Proper formatting for DNS SPF record

We have been getting a fair amount of NDR's from emails that were clearly not send by our users, yet have our users email addresses as the return to value.  I suspect it could be due to improper formatting of the SPF entry in our DNS zone.  Below is the line.  Is it correct?

Note:  we have three servers that send mail.  Our primary exchange server "exchangeserver" and two application servers that send emails to our clients "mailapplicationserver1 and 2"


Our SPF record:
;;ourdomain.com. 3600 IN TXT "v=spf1 mx ptr a:exchangeserver.ourdomain.com a:mailapplicationserver1.ourdomain.com a:mailapplicationserver2.ourdomain.com ~all"
mchad65Asked:
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Chris DentPowerShell DeveloperCommented:
It's called Backscatter, which doesn't help much except if you're Googling :)

SPF is not totally reliable. It can help reduce the cause of back scatter, but you are utterly reliant on other mail system administrators paying attention to it. Adoption is far better than it was, but it's far from being 100%.

There are a couple of ways around this, both are a bit focused on you having at least Exchange 2007.

You can remove the ability for anonymous senders to use your addresses (when mail is received by your system, not globally):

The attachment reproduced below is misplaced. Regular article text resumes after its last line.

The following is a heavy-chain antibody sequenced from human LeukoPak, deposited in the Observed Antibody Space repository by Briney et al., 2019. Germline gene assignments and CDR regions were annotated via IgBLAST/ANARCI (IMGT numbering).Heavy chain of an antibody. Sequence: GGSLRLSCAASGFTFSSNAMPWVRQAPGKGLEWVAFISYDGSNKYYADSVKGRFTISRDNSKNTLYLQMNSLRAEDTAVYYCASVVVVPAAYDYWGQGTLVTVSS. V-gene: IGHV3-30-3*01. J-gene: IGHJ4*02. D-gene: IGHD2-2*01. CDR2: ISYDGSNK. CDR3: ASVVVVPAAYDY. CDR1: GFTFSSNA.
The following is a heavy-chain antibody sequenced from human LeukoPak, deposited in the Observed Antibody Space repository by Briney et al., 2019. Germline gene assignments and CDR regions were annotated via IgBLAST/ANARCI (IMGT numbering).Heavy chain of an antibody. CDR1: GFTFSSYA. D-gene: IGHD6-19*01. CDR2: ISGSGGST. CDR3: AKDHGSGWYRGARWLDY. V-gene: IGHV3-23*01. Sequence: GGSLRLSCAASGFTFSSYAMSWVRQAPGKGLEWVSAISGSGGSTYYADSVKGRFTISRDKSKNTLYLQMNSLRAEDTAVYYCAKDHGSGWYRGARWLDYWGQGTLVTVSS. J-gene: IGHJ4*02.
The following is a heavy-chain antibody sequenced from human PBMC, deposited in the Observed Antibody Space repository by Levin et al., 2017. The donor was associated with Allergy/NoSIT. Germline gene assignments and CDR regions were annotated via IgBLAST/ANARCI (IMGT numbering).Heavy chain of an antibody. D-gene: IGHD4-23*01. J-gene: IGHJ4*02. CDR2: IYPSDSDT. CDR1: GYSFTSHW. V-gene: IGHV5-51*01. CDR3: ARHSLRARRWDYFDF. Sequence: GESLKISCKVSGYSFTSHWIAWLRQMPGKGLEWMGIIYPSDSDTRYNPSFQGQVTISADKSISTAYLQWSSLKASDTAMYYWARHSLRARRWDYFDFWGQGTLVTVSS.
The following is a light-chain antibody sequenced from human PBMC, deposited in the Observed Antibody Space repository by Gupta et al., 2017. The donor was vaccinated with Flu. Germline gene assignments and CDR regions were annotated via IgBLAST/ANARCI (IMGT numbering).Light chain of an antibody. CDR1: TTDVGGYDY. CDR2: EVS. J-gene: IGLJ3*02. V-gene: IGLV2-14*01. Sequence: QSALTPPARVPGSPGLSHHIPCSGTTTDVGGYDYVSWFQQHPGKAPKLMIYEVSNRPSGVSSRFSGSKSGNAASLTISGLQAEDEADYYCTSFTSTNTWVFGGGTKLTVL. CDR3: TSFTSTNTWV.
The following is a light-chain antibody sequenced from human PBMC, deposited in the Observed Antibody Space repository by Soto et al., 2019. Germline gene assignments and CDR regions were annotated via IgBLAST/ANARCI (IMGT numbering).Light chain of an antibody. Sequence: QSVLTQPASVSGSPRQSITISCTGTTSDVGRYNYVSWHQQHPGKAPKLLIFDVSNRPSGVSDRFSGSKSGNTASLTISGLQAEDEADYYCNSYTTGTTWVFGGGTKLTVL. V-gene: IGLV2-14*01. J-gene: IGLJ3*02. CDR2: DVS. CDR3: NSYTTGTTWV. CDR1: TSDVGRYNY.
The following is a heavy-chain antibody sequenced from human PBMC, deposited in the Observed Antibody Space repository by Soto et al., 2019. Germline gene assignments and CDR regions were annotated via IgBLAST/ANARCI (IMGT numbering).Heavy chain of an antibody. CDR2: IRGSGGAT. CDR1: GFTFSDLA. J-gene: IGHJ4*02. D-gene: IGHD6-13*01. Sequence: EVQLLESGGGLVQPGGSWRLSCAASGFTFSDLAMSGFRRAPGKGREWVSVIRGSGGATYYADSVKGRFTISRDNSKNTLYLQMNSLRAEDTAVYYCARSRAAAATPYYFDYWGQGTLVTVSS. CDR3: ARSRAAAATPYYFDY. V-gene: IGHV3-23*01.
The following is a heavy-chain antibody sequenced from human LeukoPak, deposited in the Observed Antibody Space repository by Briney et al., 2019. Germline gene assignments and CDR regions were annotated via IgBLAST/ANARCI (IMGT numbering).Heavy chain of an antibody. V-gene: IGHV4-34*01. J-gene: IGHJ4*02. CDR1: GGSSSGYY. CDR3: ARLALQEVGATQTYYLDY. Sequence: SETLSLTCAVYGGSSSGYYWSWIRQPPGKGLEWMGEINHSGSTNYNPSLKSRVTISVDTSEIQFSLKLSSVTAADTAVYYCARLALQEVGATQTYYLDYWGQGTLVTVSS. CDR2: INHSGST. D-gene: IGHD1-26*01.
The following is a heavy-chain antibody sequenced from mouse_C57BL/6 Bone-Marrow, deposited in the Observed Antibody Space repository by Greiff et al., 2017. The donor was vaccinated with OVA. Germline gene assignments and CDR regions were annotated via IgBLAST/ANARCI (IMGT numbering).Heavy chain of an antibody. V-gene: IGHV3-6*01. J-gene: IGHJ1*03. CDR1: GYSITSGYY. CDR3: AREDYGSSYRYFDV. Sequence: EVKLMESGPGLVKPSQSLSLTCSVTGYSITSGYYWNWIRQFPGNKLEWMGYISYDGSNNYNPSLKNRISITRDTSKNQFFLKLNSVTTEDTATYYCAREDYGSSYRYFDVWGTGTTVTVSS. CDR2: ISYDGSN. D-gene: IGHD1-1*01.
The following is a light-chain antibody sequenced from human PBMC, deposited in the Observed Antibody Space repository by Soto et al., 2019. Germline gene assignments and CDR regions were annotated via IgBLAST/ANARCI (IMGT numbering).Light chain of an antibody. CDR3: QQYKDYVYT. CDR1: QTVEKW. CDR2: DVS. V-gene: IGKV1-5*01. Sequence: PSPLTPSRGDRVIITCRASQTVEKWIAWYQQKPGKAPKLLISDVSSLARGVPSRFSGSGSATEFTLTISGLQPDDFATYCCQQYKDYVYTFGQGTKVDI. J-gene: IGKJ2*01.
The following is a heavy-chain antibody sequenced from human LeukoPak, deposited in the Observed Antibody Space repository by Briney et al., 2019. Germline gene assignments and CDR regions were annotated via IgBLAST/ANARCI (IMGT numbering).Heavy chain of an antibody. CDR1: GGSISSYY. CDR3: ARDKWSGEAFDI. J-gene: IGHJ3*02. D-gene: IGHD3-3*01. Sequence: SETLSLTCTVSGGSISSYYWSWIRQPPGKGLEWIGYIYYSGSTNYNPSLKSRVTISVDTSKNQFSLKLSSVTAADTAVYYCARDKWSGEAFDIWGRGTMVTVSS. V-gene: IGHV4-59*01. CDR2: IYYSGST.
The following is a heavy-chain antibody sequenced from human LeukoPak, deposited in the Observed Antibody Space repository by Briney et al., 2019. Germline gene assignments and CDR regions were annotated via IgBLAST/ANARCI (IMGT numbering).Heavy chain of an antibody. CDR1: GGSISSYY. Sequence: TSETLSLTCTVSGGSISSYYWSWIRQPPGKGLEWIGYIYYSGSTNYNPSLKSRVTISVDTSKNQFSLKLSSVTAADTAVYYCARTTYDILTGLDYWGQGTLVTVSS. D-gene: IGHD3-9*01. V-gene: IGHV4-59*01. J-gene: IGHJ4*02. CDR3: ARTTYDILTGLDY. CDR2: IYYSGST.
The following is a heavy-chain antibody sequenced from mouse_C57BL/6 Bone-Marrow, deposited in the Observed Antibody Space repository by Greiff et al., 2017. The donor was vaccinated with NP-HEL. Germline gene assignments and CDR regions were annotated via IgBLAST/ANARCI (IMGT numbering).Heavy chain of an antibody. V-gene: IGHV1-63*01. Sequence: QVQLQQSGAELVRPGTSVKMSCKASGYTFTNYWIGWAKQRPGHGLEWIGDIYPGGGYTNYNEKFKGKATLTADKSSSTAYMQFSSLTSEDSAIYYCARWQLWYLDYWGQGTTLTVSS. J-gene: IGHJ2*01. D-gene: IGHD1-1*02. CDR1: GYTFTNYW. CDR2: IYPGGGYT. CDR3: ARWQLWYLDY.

http://exchangepedia.com/blog/2008/09/how-to-prevent-annoying-spam-from-your.html

Test carefully if you choose to implement a method like this.

Or you can add a tag to the header for outbound mail and only accept NDRs if the tag is included. Unfortunately the blog I first found that one in (a few years ago) doesn't appear to be responding.

http://taint.org/2007/05/30/164456a.html

As with the right modification above it will need careful testing.

Chris

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mchad65Author Commented:
Thanks for the detailed response.  We are still using 2003, so that's not an option at this time.  I am willing to accept is as a fact of life on the internet, I just wanted to make sure the SPF was properly formatted.  Sounds like it is (from other sources as well).  So I am willing to live with it.
Chris DentPowerShell DeveloperCommented:

The only part you may consider changing is ~all to -all. That switches you from soft-fail to hard-fail (reject completely rather than tag).

I doubt it will make a difference really but there's little harm in it.

Chris
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mchad65Author Commented:
What is meant by "tag"  and, is there any risk at all by changing to hard-fail?

Thanks
Chris DentPowerShell DeveloperCommented:

Tag it so it has more chance of being binned as Spam. The risk with hard-fail only appears if you forgot to add a server or two to your SPF record.

Chris
mchad65Author Commented:
Perfect.  Thank you!
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